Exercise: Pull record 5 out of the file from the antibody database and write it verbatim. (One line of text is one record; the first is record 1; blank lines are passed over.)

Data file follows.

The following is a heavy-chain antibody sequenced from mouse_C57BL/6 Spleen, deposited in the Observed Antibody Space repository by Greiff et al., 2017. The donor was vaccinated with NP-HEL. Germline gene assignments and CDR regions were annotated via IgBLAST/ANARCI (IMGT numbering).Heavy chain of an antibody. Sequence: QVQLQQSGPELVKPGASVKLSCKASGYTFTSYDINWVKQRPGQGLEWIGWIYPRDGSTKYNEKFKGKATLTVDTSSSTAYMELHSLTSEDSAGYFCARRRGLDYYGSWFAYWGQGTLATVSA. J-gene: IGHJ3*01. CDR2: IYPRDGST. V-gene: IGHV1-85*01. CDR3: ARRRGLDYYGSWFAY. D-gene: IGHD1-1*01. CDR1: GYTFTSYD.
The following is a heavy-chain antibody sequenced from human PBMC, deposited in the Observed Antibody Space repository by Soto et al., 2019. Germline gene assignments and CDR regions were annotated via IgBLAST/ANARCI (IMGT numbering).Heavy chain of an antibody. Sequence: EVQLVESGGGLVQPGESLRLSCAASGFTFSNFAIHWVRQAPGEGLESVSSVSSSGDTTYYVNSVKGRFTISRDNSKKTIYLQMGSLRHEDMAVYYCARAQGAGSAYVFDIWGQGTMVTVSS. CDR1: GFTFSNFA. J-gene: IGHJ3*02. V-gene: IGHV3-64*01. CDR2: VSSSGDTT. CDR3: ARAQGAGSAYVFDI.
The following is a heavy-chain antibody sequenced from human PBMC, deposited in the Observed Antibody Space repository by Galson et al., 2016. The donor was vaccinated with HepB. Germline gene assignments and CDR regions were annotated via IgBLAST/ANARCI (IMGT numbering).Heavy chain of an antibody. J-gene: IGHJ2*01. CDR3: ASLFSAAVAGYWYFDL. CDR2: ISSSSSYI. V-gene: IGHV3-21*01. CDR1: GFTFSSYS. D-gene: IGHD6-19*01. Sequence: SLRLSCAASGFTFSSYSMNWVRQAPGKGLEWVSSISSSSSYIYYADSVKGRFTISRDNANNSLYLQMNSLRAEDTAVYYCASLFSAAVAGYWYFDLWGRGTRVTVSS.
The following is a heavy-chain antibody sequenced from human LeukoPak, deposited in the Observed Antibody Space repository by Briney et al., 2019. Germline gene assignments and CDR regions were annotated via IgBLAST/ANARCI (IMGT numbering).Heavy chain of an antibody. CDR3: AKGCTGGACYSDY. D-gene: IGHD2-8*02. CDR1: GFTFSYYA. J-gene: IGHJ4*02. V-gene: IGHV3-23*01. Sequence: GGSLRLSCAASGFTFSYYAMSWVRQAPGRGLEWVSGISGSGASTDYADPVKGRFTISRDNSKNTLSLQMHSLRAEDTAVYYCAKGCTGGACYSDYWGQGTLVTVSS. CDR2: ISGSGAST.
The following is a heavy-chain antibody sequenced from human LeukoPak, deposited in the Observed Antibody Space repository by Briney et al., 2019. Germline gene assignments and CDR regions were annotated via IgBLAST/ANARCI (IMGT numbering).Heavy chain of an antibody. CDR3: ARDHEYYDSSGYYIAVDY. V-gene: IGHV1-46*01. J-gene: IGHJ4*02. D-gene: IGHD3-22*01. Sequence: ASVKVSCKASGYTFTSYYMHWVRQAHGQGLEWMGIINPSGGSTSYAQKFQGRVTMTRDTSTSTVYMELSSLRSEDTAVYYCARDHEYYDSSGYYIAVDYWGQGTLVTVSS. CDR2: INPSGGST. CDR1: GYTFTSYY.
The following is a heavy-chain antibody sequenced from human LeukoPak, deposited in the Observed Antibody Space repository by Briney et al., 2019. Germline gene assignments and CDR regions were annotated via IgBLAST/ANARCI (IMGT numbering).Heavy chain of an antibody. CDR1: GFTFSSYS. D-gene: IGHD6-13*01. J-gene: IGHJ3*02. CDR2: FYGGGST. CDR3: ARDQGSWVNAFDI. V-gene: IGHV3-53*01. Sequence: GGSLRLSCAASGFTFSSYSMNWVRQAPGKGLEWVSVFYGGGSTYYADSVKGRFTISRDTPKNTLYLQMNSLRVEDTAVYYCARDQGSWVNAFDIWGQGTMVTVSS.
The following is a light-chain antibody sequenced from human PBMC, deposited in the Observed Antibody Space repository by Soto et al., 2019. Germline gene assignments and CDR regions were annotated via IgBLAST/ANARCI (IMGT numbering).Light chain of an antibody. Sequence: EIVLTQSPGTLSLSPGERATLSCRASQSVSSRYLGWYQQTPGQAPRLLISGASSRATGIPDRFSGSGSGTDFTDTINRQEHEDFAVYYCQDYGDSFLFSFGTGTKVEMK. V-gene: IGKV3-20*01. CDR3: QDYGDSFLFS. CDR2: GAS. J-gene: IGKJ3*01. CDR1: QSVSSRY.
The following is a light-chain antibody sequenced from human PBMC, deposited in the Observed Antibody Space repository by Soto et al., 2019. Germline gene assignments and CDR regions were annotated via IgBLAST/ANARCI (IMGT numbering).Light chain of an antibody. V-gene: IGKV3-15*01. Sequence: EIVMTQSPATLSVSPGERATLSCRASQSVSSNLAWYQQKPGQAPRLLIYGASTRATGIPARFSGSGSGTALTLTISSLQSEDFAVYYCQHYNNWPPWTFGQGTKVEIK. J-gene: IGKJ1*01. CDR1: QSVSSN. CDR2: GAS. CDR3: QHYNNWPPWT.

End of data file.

The following is a heavy-chain antibody sequenced from human LeukoPak, deposited in the Observed Antibody Space repository by Briney et al., 2019. Germline gene assignments and CDR regions were annotated via IgBLAST/ANARCI (IMGT numbering).Heavy chain of an antibody. CDR3: ARDHEYYDSSGYYIAVDY. V-gene: IGHV1-46*01. J-gene: IGHJ4*02. D-gene: IGHD3-22*01. Sequence: ASVKVSCKASGYTFTSYYMHWVRQAHGQGLEWMGIINPSGGSTSYAQKFQGRVTMTRDTSTSTVYMELSSLRSEDTAVYYCARDHEYYDSSGYYIAVDYWGQGTLVTVSS. CDR2: INPSGGST. CDR1: GYTFTSYY.